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View Updating and Relational Theory by Chris Date

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Chapter 1. A Motivating Example

Example is always more efficacious than precept

Samuel Johnson:

Examples throughout this book are based for the most part on the familiar (not to say hackneyed) suppliers-and-parts database. I apologize for dragging out this old warhorse yet one more time, but as I’ve said elsewhere, I believe using the same example in a variety of different publications can be a help, not a hindrance, in learning. In SQL terms,[4] the database contains three tables—more specifically, three base tables—called S (“suppliers”), P (“parts”), and SP (“shipments”), respectively. Sample values are shown in Figure 1-1.

The suppliers-and-parts database—sample values
Figure 1-1. The suppliers-and-parts database—sample values

The semantics (in outline) are as follows:

  • Table S represents suppliers under contract. Each supplier has one supplier number (SNO), unique to that supplier; one name (SNAME), not necessarily unique (though the sample values shown in Figure 1-1 do happen to be unique); one status value (STATUS); and one location (CITY). Note: In the rest of this book I’ll abbreviate “suppliers under contract,” most of the time, to just suppliers.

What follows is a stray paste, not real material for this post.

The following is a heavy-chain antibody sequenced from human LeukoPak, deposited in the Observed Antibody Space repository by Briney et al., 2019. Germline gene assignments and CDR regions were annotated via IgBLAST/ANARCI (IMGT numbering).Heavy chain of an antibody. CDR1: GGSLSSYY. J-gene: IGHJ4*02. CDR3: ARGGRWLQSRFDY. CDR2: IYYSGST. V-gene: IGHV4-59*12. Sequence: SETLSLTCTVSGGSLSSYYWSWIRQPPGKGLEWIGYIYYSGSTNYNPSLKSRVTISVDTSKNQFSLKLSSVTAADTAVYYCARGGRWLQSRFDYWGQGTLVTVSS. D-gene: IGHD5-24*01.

• Table P represents kinds of parts. Each kind of part has one part number (PNO), which is unique; one name (PNAME); one color (COLOR); one weight (WEIGHT); and one location where parts of that kind are stored (CITY). Note: In the rest of this book I’ll abbreviate “kinds of parts,” most of the time, to just parts.

  • Table SP represents shipments—it shows which parts are shipped, or supplied, by which suppliers. Each shipment has one supplier number (SNO); one part number (PNO); and one quantity (QTY). Also, there’s at most one shipment at any given time for a given supplier and given part, and so the combination of supplier number and part number is unique to any given shipment. Note: In the rest of this book I’ll assume QTY values are always greater than zero.